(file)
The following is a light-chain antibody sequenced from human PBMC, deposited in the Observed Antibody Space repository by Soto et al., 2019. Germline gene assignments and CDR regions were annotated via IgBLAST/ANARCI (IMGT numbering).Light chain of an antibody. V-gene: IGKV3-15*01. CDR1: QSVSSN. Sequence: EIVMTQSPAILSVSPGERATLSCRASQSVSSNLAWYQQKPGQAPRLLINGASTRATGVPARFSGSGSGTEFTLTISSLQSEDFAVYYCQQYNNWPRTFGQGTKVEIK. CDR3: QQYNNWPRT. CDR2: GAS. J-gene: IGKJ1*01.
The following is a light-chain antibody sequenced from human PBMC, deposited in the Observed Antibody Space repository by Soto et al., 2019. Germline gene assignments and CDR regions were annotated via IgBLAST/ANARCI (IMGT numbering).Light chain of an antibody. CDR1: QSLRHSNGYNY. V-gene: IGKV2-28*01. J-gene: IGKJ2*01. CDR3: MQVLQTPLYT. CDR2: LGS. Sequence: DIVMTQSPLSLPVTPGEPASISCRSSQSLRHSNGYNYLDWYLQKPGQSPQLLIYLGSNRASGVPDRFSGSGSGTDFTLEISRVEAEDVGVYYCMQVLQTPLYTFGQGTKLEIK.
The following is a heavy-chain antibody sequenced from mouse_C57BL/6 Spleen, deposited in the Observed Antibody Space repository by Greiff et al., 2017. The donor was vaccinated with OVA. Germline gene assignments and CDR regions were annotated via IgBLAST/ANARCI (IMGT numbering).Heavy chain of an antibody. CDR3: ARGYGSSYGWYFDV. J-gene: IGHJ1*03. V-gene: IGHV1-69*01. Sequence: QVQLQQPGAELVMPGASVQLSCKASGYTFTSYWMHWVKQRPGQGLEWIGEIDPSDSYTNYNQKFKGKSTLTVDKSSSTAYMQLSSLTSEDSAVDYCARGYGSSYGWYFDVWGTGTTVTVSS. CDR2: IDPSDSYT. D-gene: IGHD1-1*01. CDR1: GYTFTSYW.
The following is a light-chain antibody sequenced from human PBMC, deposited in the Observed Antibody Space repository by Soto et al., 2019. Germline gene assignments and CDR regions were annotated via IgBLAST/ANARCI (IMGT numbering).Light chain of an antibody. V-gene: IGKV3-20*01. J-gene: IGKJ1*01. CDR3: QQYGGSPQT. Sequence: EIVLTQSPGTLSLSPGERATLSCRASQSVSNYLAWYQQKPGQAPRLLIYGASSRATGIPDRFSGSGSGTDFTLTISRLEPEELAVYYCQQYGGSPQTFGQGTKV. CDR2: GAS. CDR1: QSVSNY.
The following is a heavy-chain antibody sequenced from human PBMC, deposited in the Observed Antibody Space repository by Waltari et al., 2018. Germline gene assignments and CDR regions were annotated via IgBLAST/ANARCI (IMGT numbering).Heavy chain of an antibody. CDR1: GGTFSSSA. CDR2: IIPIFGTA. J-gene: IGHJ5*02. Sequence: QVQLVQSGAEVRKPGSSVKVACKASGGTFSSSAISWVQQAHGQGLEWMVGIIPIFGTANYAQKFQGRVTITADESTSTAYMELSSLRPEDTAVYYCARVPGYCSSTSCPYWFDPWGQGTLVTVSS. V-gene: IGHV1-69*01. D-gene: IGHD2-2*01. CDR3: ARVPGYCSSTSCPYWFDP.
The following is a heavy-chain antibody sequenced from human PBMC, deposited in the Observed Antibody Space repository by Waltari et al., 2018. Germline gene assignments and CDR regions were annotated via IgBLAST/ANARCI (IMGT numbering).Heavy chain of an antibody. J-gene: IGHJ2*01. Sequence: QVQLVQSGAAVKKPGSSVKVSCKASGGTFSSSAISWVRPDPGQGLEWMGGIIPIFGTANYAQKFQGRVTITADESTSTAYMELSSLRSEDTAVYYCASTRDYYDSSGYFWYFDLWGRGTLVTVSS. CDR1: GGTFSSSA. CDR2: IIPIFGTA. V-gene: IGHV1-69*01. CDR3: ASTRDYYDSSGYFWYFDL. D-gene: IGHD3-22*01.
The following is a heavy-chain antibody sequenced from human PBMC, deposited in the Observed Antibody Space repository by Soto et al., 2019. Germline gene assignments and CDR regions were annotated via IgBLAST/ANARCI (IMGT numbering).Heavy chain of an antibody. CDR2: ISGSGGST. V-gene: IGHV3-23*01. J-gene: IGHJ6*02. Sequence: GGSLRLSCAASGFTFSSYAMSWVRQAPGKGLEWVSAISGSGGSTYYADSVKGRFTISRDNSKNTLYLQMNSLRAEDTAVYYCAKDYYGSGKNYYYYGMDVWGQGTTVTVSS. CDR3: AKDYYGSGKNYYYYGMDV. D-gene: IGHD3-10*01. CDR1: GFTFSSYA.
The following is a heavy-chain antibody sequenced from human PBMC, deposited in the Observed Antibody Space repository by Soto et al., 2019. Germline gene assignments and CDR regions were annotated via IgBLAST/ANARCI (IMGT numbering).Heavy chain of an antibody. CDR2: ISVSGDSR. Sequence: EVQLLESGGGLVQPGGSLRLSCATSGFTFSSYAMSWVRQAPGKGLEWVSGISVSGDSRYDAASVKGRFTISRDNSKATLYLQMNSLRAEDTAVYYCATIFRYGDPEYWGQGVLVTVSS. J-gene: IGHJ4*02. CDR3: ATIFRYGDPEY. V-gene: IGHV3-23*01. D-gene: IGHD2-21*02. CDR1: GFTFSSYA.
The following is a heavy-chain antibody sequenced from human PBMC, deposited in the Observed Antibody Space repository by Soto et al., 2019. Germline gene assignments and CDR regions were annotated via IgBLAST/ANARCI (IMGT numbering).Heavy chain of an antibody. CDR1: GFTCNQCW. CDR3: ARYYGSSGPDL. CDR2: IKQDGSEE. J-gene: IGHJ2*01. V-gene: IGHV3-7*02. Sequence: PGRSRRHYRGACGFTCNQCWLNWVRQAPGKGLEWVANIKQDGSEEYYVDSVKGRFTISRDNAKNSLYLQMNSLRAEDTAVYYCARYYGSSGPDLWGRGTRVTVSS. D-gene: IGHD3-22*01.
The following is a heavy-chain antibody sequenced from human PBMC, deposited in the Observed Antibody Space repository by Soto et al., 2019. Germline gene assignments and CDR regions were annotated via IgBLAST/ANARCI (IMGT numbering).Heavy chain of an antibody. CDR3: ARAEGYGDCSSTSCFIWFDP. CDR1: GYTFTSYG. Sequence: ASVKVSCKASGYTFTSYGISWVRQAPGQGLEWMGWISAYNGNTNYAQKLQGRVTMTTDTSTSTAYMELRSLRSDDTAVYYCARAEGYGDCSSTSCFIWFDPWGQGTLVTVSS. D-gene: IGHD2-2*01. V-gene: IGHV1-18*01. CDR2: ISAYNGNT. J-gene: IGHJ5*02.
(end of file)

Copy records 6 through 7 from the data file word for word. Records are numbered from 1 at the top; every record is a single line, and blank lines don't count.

The following is a heavy-chain antibody sequenced from human PBMC, deposited in the Observed Antibody Space repository by Waltari et al., 2018. Germline gene assignments and CDR regions were annotated via IgBLAST/ANARCI (IMGT numbering).Heavy chain of an antibody. J-gene: IGHJ2*01. Sequence: QVQLVQSGAAVKKPGSSVKVSCKASGGTFSSSAISWVRPDPGQGLEWMGGIIPIFGTANYAQKFQGRVTITADESTSTAYMELSSLRSEDTAVYYCASTRDYYDSSGYFWYFDLWGRGTLVTVSS. CDR1: GGTFSSSA. CDR2: IIPIFGTA. V-gene: IGHV1-69*01. CDR3: ASTRDYYDSSGYFWYFDL. D-gene: IGHD3-22*01.
The following is a heavy-chain antibody sequenced from human PBMC, deposited in the Observed Antibody Space repository by Soto et al., 2019. Germline gene assignments and CDR regions were annotated via IgBLAST/ANARCI (IMGT numbering).Heavy chain of an antibody. CDR2: ISGSGGST. V-gene: IGHV3-23*01. J-gene: IGHJ6*02. Sequence: GGSLRLSCAASGFTFSSYAMSWVRQAPGKGLEWVSAISGSGGSTYYADSVKGRFTISRDNSKNTLYLQMNSLRAEDTAVYYCAKDYYGSGKNYYYYGMDVWGQGTTVTVSS. CDR3: AKDYYGSGKNYYYYGMDV. D-gene: IGHD3-10*01. CDR1: GFTFSSYA.